"My wife's sister, who is 10 years her junior, some time ago said she was going to go round the world and the first place she went to was Cork. She met a guy called Alan Cummins, son of the famous Kilkenny hurler Frank Cummins, and they got married so when we first came to Ireland there was an attachment which was nice for my wife."
In his first year as defensive coach, Ireland won the Grand Slam for the first time since 1948, with that unforgettable victory over Wales in Cardiff clinching the historic success after Stephen Jones failed to kick a last gasp penalty for the home side.
"That was a special group of players and they wanted something big before it was all over. The place was screaming for success. We had a little bit of luck in that tournament but I don't think anything was going to stop us on that last day in Wales," says Kiss.
"I remember that final penalty with our guys just standing and daring him to kick it over. We always felt it was going to drop short. That was special. I have to say that was probably the highlight of my coaching career. I knew it was big but at the time didn't fully realise to what degree it meant to the people of Ireland.
"Then to get back into Dublin and to see 15,000 to 20,000 people in Dawson Street and to hear everybody talking about what the team had done and how great they felt, I was pretty blown away by it. It certainly forged my connection with the green jersey."
Quizzed about his own particular impact that year, Kiss said: "Declan had a view on things and Gert Smal (also on the Ireland coaching staff) and I were probably critical to his plans. The players were ripe for a different voice, a different approach, a different language. Everything fell into the right place I guess. We weren't just along for the ride and the players wanted to make something happen. With the group we wanted to forge something great."
Within four years, and with results disappointing, Kidney had gone. A hole needed to be filled, albeit temporarily, for a tour to North America, and Kiss had to step up to coach the country.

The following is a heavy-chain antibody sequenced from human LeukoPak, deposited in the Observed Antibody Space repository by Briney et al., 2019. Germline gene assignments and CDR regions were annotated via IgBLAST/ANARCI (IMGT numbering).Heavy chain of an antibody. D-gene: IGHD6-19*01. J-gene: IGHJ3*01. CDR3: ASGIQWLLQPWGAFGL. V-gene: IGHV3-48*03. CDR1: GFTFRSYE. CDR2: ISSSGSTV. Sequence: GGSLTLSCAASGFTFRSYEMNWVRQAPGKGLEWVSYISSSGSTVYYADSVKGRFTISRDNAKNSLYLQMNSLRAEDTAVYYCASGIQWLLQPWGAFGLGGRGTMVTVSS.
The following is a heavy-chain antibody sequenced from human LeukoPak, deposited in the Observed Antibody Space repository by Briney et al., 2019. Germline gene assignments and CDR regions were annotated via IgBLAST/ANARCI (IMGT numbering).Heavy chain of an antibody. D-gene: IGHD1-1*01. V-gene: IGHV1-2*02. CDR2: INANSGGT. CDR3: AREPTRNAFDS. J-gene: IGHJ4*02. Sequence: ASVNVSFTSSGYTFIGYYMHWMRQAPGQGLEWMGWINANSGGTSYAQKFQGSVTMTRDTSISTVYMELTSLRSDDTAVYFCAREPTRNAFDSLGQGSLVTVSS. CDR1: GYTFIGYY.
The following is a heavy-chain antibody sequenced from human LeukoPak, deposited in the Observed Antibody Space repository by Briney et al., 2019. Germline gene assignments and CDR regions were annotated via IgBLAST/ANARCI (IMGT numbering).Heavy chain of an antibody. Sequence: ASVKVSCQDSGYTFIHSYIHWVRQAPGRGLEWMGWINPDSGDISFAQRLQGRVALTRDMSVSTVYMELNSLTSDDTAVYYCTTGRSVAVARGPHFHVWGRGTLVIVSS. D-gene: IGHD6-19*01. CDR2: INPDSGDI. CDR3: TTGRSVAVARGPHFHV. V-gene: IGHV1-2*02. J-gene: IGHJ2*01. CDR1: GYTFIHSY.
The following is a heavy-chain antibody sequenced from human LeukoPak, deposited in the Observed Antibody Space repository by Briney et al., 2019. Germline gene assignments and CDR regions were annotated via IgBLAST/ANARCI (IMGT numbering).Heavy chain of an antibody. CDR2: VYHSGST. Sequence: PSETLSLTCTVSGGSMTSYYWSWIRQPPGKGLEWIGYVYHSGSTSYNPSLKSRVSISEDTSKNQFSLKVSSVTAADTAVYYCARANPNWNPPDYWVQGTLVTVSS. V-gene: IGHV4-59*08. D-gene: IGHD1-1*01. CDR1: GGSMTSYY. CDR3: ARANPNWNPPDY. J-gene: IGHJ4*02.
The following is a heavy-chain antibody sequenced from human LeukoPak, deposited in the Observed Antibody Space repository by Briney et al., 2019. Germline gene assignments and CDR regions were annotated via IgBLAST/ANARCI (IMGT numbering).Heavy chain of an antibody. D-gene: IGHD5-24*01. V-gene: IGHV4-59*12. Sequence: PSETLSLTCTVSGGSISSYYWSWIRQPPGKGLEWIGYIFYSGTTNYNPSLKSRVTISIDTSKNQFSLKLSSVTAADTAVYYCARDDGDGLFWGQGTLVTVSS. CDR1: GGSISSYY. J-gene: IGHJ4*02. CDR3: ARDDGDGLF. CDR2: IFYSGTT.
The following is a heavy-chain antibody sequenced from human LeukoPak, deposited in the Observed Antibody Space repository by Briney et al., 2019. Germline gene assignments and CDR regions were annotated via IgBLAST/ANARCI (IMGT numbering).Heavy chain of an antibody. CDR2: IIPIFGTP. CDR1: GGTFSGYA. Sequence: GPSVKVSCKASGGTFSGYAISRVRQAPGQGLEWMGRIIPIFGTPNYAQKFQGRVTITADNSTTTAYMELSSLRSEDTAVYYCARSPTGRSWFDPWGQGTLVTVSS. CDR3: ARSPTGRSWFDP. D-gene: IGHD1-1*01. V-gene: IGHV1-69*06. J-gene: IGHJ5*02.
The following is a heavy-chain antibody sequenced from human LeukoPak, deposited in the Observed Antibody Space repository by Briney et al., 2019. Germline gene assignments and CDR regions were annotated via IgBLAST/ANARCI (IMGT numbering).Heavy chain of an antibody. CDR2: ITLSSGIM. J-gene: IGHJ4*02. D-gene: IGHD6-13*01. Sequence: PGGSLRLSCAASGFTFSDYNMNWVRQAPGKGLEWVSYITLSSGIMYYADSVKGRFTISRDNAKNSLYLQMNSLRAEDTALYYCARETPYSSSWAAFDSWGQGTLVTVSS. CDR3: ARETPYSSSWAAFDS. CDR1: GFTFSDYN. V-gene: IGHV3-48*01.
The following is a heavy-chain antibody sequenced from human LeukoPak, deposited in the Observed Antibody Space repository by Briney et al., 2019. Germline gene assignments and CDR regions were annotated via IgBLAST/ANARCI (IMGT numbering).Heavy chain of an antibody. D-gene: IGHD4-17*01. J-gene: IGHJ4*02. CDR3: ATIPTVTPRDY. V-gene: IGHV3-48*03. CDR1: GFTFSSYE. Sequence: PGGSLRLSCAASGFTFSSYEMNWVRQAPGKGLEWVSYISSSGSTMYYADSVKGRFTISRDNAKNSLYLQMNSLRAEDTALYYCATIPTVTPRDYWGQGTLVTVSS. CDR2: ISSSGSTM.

"There were mixed feelings," he admits.
"It was difficult with Declan going and I did feel for him but the truth is it had to be picked up and I had a duty to keep the place as positive and energetic as possible forging ahead with purpose and meaning for the job to be filled eventually. I wasn't going to waste that opportunity for myself or waste it for a group of players that I was very fond of."
Kiss stayed on when Schmidt, who he knew from their days coaching in Australia, was appointed as number one. They stayed together until the Ulster Director of Rugby post came up.
"When Joe took over it was a natural transition to stay together. We worked off each other and it was brilliant," he says.
Asked how he feels when Ulster players are on Ireland duty, weakening his team, Kiss states: "I have been on both sides of the fence. I don't lament on what I don't have. I don't lament injuries either.
"I can only be engaged with the people who are in the game day 15 or 23. It doesn't mean I don't care or have feelings about the guys in the national camp or the injured players who are important to us, but the only thing that matters on game day is the players you have in front of you ready to play. You have got to deal with what is and not what isn't.
"I want to put as many Ulster players as possible in a green jersey because that will mean our players are reaching high standards and dreams are coming true."